Wednesday, July 31, 2013

Guilty pleasures

A thought.

I have never understood the concept of a guilty pleasure. Sure, I know that it's liking music that isn't or wasn't cool. But here's the thing - if you like something you should be happy to acknowledge it: you won't be the only one & it's not something you should consume secretly with guilt.

Some of my pleasures have been laid bare here
  • ELP - was big but I doubt it was cool - but I still love all the albums up to the margin of Works. When we7 first started I downloaded all the ELP bootleg series which was available from them.
  • Jona Lewie - perhaps not guilty but seriously underappreciated - a really good fun album
  • Steve Harley and Cockney Rebel - yes, everyone knows Come up and see me, but I enjoy all the Cockney Rebel, SH&CR, and first SH solo albums. They are quirky hooky and great
  • China Crisis - double best of album, chock full of great songs (disk 1) lyrical B-sides (disk 2)
  • PiL = after some recent antics, have to be a bit guilty about this: 
  • John Foxx - probably more on the underrated than the guilty, but it is fabulous to see his recent return, and also the late 90s renaissance: very talented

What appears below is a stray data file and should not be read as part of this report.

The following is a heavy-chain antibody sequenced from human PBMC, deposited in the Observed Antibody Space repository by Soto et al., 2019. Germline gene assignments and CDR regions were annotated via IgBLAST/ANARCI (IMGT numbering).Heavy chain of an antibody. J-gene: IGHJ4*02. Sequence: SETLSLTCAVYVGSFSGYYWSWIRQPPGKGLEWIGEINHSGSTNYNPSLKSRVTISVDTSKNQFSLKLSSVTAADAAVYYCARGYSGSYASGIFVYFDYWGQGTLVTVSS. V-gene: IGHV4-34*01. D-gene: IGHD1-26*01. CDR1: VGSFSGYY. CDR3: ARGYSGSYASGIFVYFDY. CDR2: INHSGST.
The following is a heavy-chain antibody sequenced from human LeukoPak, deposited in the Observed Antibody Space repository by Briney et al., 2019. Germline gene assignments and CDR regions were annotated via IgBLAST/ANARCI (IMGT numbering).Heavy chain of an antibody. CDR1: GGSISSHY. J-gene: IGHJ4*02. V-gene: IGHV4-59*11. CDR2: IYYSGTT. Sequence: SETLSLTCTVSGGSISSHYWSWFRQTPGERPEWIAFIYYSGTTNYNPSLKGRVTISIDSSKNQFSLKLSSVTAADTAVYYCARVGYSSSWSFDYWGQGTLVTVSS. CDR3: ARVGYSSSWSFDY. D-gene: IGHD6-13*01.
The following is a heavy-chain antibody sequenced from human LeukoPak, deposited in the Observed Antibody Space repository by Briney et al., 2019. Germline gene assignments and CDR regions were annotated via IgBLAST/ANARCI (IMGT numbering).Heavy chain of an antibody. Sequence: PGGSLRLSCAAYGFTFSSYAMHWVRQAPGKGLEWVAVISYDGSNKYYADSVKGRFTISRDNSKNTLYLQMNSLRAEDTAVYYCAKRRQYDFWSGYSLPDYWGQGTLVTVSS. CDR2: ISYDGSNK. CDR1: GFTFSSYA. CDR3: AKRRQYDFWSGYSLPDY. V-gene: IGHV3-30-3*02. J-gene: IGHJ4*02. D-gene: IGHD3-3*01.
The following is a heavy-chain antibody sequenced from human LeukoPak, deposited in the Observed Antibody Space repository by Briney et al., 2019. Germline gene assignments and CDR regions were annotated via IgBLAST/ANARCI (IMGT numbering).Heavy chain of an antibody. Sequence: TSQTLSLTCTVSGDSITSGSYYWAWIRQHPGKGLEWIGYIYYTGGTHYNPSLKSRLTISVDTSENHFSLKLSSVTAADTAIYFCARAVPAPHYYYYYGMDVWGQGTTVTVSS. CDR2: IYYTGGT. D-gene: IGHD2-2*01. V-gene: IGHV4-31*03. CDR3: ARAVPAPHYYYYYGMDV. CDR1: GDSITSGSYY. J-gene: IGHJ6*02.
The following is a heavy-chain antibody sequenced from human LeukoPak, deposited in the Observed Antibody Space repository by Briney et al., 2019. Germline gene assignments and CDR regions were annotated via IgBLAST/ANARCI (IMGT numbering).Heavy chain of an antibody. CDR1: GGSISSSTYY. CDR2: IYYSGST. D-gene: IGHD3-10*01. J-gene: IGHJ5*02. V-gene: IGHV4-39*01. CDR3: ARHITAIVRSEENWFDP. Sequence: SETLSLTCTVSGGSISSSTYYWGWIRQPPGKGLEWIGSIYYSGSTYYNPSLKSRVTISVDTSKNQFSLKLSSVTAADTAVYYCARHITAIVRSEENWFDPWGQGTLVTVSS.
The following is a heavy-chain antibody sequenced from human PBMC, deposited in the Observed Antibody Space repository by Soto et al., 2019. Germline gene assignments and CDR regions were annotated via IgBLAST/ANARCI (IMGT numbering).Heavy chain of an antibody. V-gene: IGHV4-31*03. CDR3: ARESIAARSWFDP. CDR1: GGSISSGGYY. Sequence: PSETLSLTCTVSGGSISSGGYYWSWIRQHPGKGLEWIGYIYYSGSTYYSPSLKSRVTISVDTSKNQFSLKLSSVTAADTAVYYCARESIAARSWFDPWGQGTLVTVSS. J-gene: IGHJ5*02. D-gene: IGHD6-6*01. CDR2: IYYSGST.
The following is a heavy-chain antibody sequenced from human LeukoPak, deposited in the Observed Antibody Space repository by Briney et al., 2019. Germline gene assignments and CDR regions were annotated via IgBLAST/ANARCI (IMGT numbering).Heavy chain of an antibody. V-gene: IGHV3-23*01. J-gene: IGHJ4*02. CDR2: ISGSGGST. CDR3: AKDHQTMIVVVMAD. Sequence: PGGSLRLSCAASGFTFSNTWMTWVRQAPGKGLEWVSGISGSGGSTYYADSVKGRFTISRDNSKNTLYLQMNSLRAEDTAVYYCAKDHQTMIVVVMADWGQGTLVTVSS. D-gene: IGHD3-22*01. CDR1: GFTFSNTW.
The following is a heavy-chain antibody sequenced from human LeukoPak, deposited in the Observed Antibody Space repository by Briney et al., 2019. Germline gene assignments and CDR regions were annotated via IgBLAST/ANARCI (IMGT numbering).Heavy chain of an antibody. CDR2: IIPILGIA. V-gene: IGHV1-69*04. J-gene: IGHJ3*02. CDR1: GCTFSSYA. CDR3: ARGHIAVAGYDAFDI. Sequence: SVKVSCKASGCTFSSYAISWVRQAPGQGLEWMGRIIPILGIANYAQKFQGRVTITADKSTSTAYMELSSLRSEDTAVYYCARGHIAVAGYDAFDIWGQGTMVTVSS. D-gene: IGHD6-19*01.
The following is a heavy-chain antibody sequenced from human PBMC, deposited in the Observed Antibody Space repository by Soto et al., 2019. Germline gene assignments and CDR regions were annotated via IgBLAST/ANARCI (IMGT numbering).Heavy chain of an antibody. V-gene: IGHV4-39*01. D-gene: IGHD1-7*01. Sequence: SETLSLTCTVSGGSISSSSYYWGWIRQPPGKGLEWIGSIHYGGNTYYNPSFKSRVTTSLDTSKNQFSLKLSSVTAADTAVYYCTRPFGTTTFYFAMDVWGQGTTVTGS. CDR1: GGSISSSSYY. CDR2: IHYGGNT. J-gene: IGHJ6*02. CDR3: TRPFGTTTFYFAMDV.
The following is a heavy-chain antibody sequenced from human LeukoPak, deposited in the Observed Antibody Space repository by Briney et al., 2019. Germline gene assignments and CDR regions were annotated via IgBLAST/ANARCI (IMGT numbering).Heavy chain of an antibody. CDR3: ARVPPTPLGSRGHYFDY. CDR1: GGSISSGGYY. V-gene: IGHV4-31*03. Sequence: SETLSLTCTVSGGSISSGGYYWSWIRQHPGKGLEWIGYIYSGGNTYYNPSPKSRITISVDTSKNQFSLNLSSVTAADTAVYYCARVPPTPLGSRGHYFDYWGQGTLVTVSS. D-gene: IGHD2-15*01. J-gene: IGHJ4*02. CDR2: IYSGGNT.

• Elton John - have all the albums up to Blue Moves, play them often - even had a bootleg of the early live album.
  • Fischer Z and Pavlov's Dog - won hit wonders of pop
  • Supertramp - Crime of the century, Crisis what crisis, and even in quietest moments.
I thought Jethro Tull might fit here as well, but the importance of acknowledging the music hit me recently. I gave my students my blog address (after playing some varied ambient on the iPhone over the lectern mike while they were doing some quiz questions) and later a student, who we'll call Gerald Bostock, emailed me a question about assessment which was chock full of references across the Tull oeuvre. It was the best email I had had from a student (even more than the ones saying how good I am, cause I already know that). I emailed back in kind as Dr Bogenbroom (though later I admitted maybe I should have been Ray). It made me realize how the music of my/our youth continues, and people are still finding it. I was also able to give young Gerald my copy of the Thick as a Brick LP, because I knew this was someone who would appreciate it as much as I did when I got it so many years ago.

It's only rock and roll, but we are too young to die: enjoy the music without guilt!

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